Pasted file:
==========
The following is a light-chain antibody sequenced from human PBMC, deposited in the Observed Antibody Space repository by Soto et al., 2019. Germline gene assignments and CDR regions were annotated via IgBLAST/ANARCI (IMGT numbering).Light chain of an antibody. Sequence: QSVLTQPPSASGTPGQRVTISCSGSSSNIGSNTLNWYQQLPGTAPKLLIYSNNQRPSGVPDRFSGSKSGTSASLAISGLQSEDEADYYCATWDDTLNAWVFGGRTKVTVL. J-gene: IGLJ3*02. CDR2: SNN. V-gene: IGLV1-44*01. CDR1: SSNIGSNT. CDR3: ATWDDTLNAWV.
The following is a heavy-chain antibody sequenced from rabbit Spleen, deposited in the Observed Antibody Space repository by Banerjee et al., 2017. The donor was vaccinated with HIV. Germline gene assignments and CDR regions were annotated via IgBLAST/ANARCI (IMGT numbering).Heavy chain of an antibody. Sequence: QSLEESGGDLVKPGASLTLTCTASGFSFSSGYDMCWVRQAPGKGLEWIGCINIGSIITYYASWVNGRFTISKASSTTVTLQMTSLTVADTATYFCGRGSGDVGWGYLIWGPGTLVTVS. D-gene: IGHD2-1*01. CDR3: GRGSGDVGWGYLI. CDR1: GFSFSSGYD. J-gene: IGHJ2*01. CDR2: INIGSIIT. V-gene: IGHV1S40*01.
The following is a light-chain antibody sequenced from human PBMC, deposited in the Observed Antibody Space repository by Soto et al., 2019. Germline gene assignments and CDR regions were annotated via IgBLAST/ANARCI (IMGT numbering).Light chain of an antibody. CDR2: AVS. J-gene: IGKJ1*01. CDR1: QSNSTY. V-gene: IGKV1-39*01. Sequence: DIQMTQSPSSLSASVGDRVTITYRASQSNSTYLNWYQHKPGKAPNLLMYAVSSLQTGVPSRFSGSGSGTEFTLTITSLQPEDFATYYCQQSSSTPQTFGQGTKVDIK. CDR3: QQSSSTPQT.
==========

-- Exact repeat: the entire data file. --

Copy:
The following is a light-chain antibody sequenced from human PBMC, deposited in the Observed Antibody Space repository by Soto et al., 2019. Germline gene assignments and CDR regions were annotated via IgBLAST/ANARCI (IMGT numbering).Light chain of an antibody. Sequence: QSVLTQPPSASGTPGQRVTISCSGSSSNIGSNTLNWYQQLPGTAPKLLIYSNNQRPSGVPDRFSGSKSGTSASLAISGLQSEDEADYYCATWDDTLNAWVFGGRTKVTVL. J-gene: IGLJ3*02. CDR2: SNN. V-gene: IGLV1-44*01. CDR1: SSNIGSNT. CDR3: ATWDDTLNAWV.
The following is a heavy-chain antibody sequenced from rabbit Spleen, deposited in the Observed Antibody Space repository by Banerjee et al., 2017. The donor was vaccinated with HIV. Germline gene assignments and CDR regions were annotated via IgBLAST/ANARCI (IMGT numbering).Heavy chain of an antibody. Sequence: QSLEESGGDLVKPGASLTLTCTASGFSFSSGYDMCWVRQAPGKGLEWIGCINIGSIITYYASWVNGRFTISKASSTTVTLQMTSLTVADTATYFCGRGSGDVGWGYLIWGPGTLVTVS. D-gene: IGHD2-1*01. CDR3: GRGSGDVGWGYLI. CDR1: GFSFSSGYD. J-gene: IGHJ2*01. CDR2: INIGSIIT. V-gene: IGHV1S40*01.
The following is a light-chain antibody sequenced from human PBMC, deposited in the Observed Antibody Space repository by Soto et al., 2019. Germline gene assignments and CDR regions were annotated via IgBLAST/ANARCI (IMGT numbering).Light chain of an antibody. CDR2: AVS. J-gene: IGKJ1*01. CDR1: QSNSTY. V-gene: IGKV1-39*01. Sequence: DIQMTQSPSSLSASVGDRVTITYRASQSNSTYLNWYQHKPGKAPNLLMYAVSSLQTGVPSRFSGSGSGTEFTLTITSLQPEDFATYYCQQSSSTPQTFGQGTKVDIK. CDR3: QQSSSTPQT.